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Old 08-30-13, 09:45 AM   #1
darraghm
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Changing the gearing on bike

Hi,

I currently have a bike with full Tiagra groupset with a compact 34/50 at the front and 12-28 on the back.
Next year I will be using the bike for racing and I was looking at changing either the chain ring from the 34 to 39, and maybe even the 50 to 53. Or else I have the other option of changing the 12-28 to maybe 11-25 or 11-23.

Which would you recommend me doing? The races wouldn't feature huge hills, many of them will probably be flat circuits in suburbs of a city.

Changing the rear cassette would give me the option of being able to change it to the 12-28 if it was a real hilly race, but I would like to leave it alone once I make the initial change if I can.

Would I need to make any adjustments to the bike as it is - standard from shop- if I change the chainrings, or if I change the rear cassette?
Thanks.
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Old 08-30-13, 11:03 AM   #2
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I wouldn't change much unless or until you know that it's holding you back. 50/12 is a healthy top gear, and you should be able to spin it up to 35+ MPH if you consider yourself racing material.

Be advised that "standard" cranks (usually 53/39) and "compact" cranks (usually 50/34) use different bolt patterns for the chainrings -- most people will swap the whole crankset when switching from one to the other.

BTW, it's redundant to say "rear cassette" as there's only one.
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Old 08-30-13, 11:09 AM   #3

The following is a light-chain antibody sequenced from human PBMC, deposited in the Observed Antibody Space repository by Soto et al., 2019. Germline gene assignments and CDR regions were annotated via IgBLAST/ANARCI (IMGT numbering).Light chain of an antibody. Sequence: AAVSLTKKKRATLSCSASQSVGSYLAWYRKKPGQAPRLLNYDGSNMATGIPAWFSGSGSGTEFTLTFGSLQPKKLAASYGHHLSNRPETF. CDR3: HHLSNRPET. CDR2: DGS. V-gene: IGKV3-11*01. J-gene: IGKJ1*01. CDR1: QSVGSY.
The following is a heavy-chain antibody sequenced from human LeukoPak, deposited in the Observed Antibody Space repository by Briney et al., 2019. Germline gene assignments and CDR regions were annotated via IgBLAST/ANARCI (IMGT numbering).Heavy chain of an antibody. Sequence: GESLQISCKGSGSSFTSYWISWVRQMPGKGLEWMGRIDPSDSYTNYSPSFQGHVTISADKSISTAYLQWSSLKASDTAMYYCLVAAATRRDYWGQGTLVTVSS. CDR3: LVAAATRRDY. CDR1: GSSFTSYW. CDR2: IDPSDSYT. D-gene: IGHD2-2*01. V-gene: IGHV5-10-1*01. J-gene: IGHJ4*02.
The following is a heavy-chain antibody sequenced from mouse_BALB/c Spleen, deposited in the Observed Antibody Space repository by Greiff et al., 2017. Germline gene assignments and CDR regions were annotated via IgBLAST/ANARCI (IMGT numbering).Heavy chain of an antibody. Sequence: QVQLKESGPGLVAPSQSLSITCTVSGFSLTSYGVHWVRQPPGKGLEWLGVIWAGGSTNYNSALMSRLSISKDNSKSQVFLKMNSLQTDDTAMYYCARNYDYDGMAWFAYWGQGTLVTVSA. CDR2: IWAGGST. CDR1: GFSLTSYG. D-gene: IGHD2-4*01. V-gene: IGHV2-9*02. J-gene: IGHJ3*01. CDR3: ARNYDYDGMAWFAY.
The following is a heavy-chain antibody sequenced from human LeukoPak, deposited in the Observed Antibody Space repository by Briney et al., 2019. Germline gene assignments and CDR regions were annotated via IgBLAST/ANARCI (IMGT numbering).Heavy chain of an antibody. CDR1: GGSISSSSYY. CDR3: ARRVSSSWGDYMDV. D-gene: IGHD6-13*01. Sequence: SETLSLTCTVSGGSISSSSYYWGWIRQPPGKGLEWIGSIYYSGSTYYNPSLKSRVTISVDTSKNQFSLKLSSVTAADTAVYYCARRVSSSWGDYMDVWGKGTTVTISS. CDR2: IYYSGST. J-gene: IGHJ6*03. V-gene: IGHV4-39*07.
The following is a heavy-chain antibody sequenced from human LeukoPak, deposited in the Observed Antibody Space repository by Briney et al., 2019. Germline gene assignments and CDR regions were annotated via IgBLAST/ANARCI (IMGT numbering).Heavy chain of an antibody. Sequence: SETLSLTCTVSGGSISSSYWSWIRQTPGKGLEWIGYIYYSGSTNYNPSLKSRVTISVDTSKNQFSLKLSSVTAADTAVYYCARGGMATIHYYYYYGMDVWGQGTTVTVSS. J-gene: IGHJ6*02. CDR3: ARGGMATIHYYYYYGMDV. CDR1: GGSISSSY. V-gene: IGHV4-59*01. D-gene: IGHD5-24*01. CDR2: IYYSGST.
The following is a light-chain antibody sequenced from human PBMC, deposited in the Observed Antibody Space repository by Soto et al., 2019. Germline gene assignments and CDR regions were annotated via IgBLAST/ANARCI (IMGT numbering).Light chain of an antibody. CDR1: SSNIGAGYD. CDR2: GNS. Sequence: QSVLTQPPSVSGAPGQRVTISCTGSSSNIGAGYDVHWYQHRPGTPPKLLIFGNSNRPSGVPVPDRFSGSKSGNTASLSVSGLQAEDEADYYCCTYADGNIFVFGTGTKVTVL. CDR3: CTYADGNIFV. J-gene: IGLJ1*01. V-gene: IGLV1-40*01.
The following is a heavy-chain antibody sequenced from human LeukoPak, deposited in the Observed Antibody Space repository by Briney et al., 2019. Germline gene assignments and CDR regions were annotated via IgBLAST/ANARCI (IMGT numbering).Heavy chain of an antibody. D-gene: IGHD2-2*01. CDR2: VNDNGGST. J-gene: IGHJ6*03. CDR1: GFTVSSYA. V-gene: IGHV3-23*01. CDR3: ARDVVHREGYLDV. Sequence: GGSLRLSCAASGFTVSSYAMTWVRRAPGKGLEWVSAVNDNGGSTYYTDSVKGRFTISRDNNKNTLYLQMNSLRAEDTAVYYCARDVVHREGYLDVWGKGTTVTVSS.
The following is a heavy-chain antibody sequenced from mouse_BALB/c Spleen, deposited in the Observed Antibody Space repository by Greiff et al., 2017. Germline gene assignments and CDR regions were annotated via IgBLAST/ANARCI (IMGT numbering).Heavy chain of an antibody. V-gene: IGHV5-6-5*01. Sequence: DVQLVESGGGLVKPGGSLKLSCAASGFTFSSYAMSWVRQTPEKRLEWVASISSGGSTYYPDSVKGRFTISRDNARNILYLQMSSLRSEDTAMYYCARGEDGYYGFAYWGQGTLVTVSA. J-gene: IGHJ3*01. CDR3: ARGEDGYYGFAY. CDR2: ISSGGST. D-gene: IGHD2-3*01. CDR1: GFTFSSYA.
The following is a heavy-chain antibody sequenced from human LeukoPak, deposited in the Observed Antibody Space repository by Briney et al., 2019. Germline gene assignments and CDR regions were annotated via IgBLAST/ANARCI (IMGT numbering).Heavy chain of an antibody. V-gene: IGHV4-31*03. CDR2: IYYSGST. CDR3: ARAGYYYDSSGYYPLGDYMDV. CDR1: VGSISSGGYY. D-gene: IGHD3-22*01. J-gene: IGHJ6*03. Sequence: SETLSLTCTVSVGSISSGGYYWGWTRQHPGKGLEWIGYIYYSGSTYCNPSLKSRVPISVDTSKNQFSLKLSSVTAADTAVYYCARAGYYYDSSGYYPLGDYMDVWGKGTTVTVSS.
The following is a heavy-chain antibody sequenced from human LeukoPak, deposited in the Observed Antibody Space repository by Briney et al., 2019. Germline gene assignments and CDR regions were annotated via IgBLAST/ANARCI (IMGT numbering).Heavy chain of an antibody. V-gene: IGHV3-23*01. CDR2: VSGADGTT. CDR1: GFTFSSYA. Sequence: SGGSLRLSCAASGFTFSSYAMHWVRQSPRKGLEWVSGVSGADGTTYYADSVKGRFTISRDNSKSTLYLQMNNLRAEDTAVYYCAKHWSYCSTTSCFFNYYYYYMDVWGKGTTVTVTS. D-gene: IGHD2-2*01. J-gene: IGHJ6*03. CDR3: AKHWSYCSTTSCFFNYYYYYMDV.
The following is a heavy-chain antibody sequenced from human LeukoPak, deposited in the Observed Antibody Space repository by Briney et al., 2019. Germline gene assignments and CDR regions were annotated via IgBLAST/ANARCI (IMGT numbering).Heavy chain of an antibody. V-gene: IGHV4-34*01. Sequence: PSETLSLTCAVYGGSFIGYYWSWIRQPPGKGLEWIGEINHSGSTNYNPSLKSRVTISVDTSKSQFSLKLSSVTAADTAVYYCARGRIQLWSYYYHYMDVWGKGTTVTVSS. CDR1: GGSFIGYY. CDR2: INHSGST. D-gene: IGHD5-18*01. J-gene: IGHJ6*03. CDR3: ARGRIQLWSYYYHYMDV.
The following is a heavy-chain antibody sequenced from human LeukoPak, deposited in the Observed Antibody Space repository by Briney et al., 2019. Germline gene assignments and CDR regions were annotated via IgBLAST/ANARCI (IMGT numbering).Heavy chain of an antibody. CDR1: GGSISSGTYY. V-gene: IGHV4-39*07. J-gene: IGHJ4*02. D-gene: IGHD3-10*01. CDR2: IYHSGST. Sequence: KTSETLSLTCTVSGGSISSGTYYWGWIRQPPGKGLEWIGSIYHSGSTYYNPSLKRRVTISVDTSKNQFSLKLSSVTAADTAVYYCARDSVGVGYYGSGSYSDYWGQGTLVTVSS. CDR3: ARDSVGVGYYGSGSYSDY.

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Save your money. 50x12 is plenty of top gear for the 5's. Heck, it's plenty for the 3's.
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Old 08-30-13, 01:51 PM   #4
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Hi,

New gearing won't make you faster, unless it will .....

I've hit my maximum top speed on the flat hammering 5th of my 7 gears. 6th
is used on the flat and 7th is strictly downhill. Higher gears wont help me at all.

A close ratio cassette is best for fairly flat racing, and you don't want redundant gears
at the top or bottom. I could see someone having 3 options on the rear for racing.

A hilly course must go down as well as up and an 11t top makes
a lot more sense with a 28t bottom than it does with with a 23t.

rgds, sreten.

I'm of the opinion many have too high gears they can't use.

Last edited by sreten; 08-30-13 at 01:57 PM.
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Old 08-30-13, 02:08 PM   #5
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Quote:
Originally Posted by sreten View Post
Hi,

New gearing won't make you faster, unless it will .....

I've hit my maximum top speed on the flat hammering 5th of my 7 gears. 6th
is used on the flat and 7th is strictly downhill. Higher gears wont help me at all.

A close ratio cassette is best for fairly flat racing, and you don't want redundant gears
at the top or bottom. I could see someone having 3 options on the rear for racing.

A hilly course must go down as well as up and an 11t top makes
a lot more sense with a 28t bottom than it does with with a 23t.

rgds, sreten.

I'm of the opinion many have too high gears they can't use.
True.

Recently I raced on a velodrome for the first time and discovered that my sprint on the track bike (50x15) was only 1.5 mph slower than my typical sprint speed on my road bike (53x12). Which was a good reminder for me to focus on pedal turnover rather than mashing a giant gear.
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Old 08-30-13, 02:49 PM   #6
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Quote:
Originally Posted by caloso View Post
True.